That sense of cataclysm most dramatically pervades Station Eleven, Mandel’s breakout 2014 novel about a vicious pandemic known as the Georgia Flu that sweeps the globe with astonishing speed (most of those infected are dead within a day or two), killing more than 99 percent of the Earth’s population. With so few people left to keep systems running, civilization collapses. Mandel offers an “incomplete list” of modern essentials that quickly cease to exist: electricity, countries with borders, the internet, fire departments. “No more diving into pools of chlorinated water lit green from below. No more ball games played out under floodlights. No more porch lights with moths fluttering on summer nights. No more trains running under the surface of cities on the dazzling power of the electric third rail. No more cities.” The novel proceeds with its own impeccable, funereal logic. A nearsighted man who loses his glasses is unable to replace them; after the world’s gasoline supply goes stale, pickup trucks, retrofitted with wheels of metal and wood, are pulled by horses. The immersion in Mandel’s fictional world is so complete that more than once while reading Station Eleven, I found myself looking around to make sure life as I knew it still continued.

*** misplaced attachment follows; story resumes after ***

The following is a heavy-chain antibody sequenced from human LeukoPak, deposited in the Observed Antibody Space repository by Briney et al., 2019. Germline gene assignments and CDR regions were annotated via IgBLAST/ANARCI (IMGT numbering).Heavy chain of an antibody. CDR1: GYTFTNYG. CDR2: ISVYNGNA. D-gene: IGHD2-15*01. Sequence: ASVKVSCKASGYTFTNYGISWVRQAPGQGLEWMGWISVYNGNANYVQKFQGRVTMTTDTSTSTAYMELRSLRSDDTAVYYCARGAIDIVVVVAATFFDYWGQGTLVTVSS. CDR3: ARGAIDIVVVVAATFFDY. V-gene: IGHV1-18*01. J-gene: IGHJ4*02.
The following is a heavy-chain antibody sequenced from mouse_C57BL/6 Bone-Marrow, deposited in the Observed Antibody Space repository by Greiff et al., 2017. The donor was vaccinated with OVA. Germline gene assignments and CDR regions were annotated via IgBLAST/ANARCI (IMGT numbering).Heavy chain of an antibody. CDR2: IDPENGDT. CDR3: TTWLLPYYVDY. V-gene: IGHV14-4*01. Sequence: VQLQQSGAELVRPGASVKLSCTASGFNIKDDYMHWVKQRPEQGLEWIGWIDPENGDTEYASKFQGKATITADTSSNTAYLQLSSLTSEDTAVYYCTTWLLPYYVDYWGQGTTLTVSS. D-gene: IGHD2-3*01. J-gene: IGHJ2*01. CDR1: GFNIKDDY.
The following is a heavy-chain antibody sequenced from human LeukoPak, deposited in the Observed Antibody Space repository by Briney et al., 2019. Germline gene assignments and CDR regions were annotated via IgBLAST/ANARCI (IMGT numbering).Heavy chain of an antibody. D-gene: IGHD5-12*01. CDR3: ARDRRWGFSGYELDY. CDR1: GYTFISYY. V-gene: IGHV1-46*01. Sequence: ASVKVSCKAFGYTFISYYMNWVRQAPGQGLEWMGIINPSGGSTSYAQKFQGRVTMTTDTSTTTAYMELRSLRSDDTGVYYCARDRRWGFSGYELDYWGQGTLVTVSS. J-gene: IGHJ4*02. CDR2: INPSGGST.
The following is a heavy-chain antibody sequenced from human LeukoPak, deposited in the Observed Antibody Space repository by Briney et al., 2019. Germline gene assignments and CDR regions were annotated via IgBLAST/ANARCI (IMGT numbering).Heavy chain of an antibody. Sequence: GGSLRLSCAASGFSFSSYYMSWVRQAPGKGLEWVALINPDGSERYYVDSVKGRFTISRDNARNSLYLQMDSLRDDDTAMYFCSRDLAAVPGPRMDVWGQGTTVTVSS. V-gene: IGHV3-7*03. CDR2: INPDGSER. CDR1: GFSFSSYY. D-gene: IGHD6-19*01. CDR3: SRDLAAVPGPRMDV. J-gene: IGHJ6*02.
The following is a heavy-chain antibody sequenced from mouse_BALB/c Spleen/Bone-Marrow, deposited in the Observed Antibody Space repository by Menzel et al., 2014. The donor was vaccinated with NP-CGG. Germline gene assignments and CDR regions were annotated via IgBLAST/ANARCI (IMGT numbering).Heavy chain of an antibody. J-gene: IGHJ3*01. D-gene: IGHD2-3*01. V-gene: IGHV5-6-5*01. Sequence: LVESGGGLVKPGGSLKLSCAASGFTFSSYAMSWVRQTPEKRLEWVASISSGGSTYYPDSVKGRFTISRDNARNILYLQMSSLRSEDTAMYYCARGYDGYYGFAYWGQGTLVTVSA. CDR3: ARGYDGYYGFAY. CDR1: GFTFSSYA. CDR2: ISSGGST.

Although the details of the pandemic are sketched in a few heartbreaking scenes, Mandel is less interested in the unfolding of the catastrophe itself than in its impact on the survivors and their descendants, who are still trying to make sense of it 20 years later. Dystopic discontinuity, though, turns out not to be her theme at all. Twenty-eight-year-old Kirsten, one of the book’s multiple protagonists—their nonlinear narratives appear in shards that the reader pieces together—is an actor with the Traveling Symphony, a troupe that makes its way between towns with names like New Phoenix, performing Shakespeare’s plays and classical music, because “people want what was best about the world.” An older businessman named Clark, who gets stranded in an airport during the crisis and builds an encampment there with a group of fellow passengers, transforms an airline lounge into the “Museum of Civilization,” filled with artifacts of the old world that no longer have use: a driver’s license, a credit card, a pair of high-heeled shoes. Everyone in the post-disaster world is tormented by the ever present reminders of luxuries and conveniences they no longer enjoy, even people who are too young to remember them. (Kirsten, whose memories of her childhood are hazy, at one point wonders whether refrigerators had light bulbs inside.) But the book ultimately makes a beautiful argument for the endurance of art—music, theater, literature—in drastic times. “Because survival is insufficient,” the quote painted on the Traveling Symphony’s caravan proclaims. (Yes, it’s from Star Trek.)